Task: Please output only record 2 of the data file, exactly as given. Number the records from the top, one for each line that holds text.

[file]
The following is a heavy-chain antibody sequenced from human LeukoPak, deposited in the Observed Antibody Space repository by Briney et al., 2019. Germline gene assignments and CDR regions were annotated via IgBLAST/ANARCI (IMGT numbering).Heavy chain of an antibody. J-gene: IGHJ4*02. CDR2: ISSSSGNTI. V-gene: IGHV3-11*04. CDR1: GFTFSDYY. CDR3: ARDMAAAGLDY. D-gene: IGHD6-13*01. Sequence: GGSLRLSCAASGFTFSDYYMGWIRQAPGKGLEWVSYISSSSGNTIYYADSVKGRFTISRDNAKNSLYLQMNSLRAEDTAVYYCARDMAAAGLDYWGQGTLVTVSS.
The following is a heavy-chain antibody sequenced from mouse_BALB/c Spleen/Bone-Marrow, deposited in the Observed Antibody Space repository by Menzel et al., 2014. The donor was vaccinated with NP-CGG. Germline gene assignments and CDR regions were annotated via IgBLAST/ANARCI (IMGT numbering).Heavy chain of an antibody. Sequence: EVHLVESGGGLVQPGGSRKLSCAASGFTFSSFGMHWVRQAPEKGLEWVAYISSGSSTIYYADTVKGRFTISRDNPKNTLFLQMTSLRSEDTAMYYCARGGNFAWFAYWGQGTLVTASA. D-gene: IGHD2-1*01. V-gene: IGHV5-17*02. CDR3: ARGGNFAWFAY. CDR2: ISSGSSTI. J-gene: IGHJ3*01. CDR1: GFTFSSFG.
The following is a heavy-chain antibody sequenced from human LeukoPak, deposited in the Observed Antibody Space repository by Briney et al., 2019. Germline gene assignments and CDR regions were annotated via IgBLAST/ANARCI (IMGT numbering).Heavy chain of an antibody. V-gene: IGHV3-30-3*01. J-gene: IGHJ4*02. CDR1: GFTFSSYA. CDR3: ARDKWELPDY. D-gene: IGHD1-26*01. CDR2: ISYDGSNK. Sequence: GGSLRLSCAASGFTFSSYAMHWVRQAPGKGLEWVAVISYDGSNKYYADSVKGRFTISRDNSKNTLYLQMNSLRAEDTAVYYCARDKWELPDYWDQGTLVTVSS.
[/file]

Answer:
The following is a heavy-chain antibody sequenced from mouse_BALB/c Spleen/Bone-Marrow, deposited in the Observed Antibody Space repository by Menzel et al., 2014. The donor was vaccinated with NP-CGG. Germline gene assignments and CDR regions were annotated via IgBLAST/ANARCI (IMGT numbering).Heavy chain of an antibody. Sequence: EVHLVESGGGLVQPGGSRKLSCAASGFTFSSFGMHWVRQAPEKGLEWVAYISSGSSTIYYADTVKGRFTISRDNPKNTLFLQMTSLRSEDTAMYYCARGGNFAWFAYWGQGTLVTASA. D-gene: IGHD2-1*01. V-gene: IGHV5-17*02. CDR3: ARGGNFAWFAY. CDR2: ISSGSSTI. J-gene: IGHJ3*01. CDR1: GFTFSSFG.